Wednesday, February 2, 2011

Field Trip: Chicago Aquarium

One of the best things about a homeschooling group is that you can score awesome deals with group rates. Our homeschooling group managed to get a group rate of $7 per person to the Shedd aquarium in Chicago, IL. Normally tickets would have cost $26.95 for adults and $19.95 for children plus $2 extra for the dolphin show (which was included in our $7 ticket.) However, there are some things that I wish I knew before I got to the aquarium just so I would be a little more prepared.

As a group you all have to arrive and enter as a group on time otherwise your slots can be given to other groups. Parking is a $1.50 an hour with the parking meters that take quarters only or $16 for the day for the parking lot. The other catch to entering as a group is that you are assigned a specific time to eat lunch in the group cafeteria. You can not eat early or later. To help make lunch smoother the aquarium does allow you to bring in your sack lunch at the beginning of the day and put it into a bin labeled with your group name so you don’t have to carry your lunch around all day. Once you get to lunch, you have 30 minutes to eat. Normally 30 minutes would be plenty of time to feed myself, but when I am feeding an infant who wants to feed herself, a preschooler, and myself, I felt rushed, but that is not the aquarium’s fault. Our group was 28 people so we were suppose to share the cafeteria with another group, but they never showed up to lunch, so we got to eat by ourselves. After lunch we had the option to put our lunch pails back in the bin labeled with our group so we didn’t have to carry our lunch boxes around. The other catch of a group rate is that you are assigned a time to see the dolphin show. Again you can not be late.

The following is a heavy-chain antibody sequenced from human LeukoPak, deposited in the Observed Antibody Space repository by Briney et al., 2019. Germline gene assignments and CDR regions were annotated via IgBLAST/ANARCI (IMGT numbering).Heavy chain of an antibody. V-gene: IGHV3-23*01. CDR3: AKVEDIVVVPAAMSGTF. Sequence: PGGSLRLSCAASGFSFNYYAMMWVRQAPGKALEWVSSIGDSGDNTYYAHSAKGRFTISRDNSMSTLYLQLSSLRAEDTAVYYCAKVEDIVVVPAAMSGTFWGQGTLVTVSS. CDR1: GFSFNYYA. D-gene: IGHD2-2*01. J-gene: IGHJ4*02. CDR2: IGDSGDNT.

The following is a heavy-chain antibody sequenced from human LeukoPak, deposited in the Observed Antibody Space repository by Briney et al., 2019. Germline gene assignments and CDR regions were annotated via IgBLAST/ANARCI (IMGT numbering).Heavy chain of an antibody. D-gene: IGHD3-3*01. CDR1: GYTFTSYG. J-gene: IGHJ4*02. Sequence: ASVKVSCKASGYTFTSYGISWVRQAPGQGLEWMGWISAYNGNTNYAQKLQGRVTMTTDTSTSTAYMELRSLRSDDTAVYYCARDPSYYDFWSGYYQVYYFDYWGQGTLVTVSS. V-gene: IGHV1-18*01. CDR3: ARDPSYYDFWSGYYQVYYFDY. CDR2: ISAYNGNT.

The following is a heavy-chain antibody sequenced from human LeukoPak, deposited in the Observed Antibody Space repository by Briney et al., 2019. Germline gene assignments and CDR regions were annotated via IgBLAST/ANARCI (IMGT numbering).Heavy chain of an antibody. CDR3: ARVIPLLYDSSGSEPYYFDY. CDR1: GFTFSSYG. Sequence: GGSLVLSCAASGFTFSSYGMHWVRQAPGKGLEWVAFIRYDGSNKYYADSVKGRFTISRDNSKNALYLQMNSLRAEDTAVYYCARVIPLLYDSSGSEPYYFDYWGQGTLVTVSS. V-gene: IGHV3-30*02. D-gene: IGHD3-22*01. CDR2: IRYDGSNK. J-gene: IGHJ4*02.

Overall these are not terrible demands. In fact most school kids would find this schedule very lax, but homeschoolers are not known for punctuality, schedules, or structure (or at least our group is not.) We were a chaotic blob. In our group there are the extremes. We have people who are perpetually early and people who are perpetually late and the people who are completely random. We have people who follow strict curriculum for their homeschooling and we have unschoolers who learn on their own unique path. If anything, going on field trips with so many diverse people makes you learn how to work with different types of people. For me starting my journey into homeschooling and parenting has taught me to be more flexible. As a scientist I thrived on making experimental plans. When plans went awry, you followed plan B, C, or D. I have found that kids and in particular homeschooled kids do not work like well oiled machines.